Dream chaser

Dream chaser

Sandals Negril concierge chases pilot dream

Thursday, January 21, 2021

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NEGRIL, Westmoreland - “If you want something bad enough, go out and fight for it, work day and night for it, give up your time and your peace and your sleep for it…” is a popular chant that 22- year-old Romaine Dillon replays over and over in his head as he edges closer and closer to his dream of becoming a pilot.

The loyalty and travel concierge at Sandals Negril refused to be deterred by the heavy price tag on his training and the huge toll it has taken on him to work full time and also study. Prior to the pandemic, Dillon would travel up to eight hours from Westmoreland to Kingston and back on his days off to train. Despite the journey being a tedious and tiring one and the hourly rates for renting an aircraft with an instructor being very costly, he was determined to complete.

All throughout his high school years, Dillon did the business subjects, driven to fulfill his mother's dream of him becoming a bank teller. Everything was going according to plan, until his family was dealt a brutal blow when they learnt that their mother had pancreatic cancer.

At only 16 years old and exactly one month before sitting seven subjects in the Caribbean Secondary Examination Council (CSEC), Dillon's mother died, and life as he knew it changed drastically.

“I sat all my seven subjects and managed to get three grade ones, three grade twos and a grade three. I think reality didn't really hit then that my mother was gone forever. But it really affected me more and more, the older I got,” he shared.

With CSEC behind him, he started to shift his career focus.

“My mother really dreamt of me being in banking but that wasn't my love. For me it was not challenging enough. I wanted to become a pilot. My fascination for aircrafts goes way back and I would watch videos non-stop about flying and airplanes,” said Dillon.

His study to become a pilot did not take off immediately as the tuition fees were exorbitantly high for his family and he decided to join the workforce.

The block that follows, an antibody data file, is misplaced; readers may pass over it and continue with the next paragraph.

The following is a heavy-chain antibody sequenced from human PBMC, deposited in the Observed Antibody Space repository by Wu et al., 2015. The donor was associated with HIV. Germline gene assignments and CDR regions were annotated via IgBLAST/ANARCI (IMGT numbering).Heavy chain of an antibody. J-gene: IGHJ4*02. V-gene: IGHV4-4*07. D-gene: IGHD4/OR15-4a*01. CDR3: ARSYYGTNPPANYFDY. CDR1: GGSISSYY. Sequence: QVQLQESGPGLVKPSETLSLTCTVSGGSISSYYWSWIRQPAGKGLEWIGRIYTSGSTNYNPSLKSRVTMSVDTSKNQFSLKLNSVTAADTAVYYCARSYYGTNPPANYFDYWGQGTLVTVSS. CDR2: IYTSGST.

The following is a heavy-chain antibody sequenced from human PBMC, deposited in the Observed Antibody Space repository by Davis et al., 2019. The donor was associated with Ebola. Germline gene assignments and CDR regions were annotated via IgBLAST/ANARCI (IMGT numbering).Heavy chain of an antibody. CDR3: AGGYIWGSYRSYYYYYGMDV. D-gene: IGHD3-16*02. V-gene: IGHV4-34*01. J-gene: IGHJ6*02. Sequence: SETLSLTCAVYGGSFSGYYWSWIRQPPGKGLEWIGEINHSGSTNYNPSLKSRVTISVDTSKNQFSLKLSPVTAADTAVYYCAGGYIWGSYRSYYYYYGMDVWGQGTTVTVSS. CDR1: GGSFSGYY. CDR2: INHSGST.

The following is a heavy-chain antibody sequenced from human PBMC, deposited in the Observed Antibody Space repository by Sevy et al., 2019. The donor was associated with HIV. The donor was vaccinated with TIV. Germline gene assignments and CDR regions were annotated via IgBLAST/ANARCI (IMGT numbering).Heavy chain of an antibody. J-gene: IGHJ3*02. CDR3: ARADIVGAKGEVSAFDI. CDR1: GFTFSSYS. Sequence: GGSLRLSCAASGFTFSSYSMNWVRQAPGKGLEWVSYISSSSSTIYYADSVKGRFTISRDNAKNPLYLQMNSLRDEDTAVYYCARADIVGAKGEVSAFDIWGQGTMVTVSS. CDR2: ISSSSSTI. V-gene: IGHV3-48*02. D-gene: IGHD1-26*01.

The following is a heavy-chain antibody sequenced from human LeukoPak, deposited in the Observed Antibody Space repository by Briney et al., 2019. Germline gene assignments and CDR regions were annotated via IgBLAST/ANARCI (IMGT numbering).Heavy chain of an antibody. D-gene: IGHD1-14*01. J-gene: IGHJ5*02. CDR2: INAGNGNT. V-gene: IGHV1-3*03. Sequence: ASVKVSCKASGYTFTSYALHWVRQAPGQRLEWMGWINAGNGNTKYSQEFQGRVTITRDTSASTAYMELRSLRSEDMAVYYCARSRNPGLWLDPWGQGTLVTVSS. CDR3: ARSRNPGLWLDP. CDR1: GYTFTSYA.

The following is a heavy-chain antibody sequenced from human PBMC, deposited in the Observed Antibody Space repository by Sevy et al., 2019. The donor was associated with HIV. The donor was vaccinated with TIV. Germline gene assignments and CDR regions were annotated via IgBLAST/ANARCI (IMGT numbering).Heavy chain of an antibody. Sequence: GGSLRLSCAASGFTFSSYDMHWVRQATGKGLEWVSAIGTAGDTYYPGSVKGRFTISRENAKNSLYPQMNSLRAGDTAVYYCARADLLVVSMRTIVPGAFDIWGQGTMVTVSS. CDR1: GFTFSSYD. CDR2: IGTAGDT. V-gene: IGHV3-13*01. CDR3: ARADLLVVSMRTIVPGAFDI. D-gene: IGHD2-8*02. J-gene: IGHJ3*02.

“That was my introduction to the world of tourism. I saw the industry as my way to secure money to fund my dreams,” he argued.

But, it was not from a lack of trying to get financial support that has made Dillon's progress to becoming a pilot slower than usual. He had even applied for an aviation scholarship and was one of 10 individuals selected from 230 applicants to study for his private pilot licence in Florida. He was, however, unable to accept the offer because even with the scholarship his other expenses were way too high for him and his family to cover.

Still not deterred, he sought further growth in the tourism industry and landed a job at Sandals Negril. Working at Sandals and the support he gets from his colleagues and the management team bolstered his drive to continue to pursue his dream. A dream again on pause, but not for long, as Dillon had to take a leave of absence following the closure of the hotel and the travel industry last March due to the coronavirus pandemic.

“I am pursuing a fundamental course, so I pay per training session. Not being able to work forced me to take a hiatus from school. The effects of the pandemic were surprising and far-reaching and I had to realign my educational plans. Now that I am back on the job, I can look at resuming my training,” said Dillon, adding that “getting back a steady salary gives me renewed hope and I can see myself approaching that finishing line once again.”

“The Sandals support from the team is a big encouragement for me and I will continue to pursue this dream of mine. I am very proud to state that I have concluded the theoretical aspect and I am currently completing my required 45 hours of flight time at the Caribbean Aviation Training Centre,” he noted.

After finishing these hours, Dillon will receive his private pilot licence and is one voyage closer to his dream of getting his commercial pilot licence and being able to fly multi-engine aircrafts for major airlines. He didn't hesitate to thank Sandals Negril and the tourism industry for helping him to get closer and closer to his dream by providing not only the moral support, but the wherewithal to actually afford what was once too expensive for him to pursue. He even fancies himself piloting tourists daily across the Caribbean region, who will end up staying at the very resort that helped him to realise his dreams of becoming a pilot.

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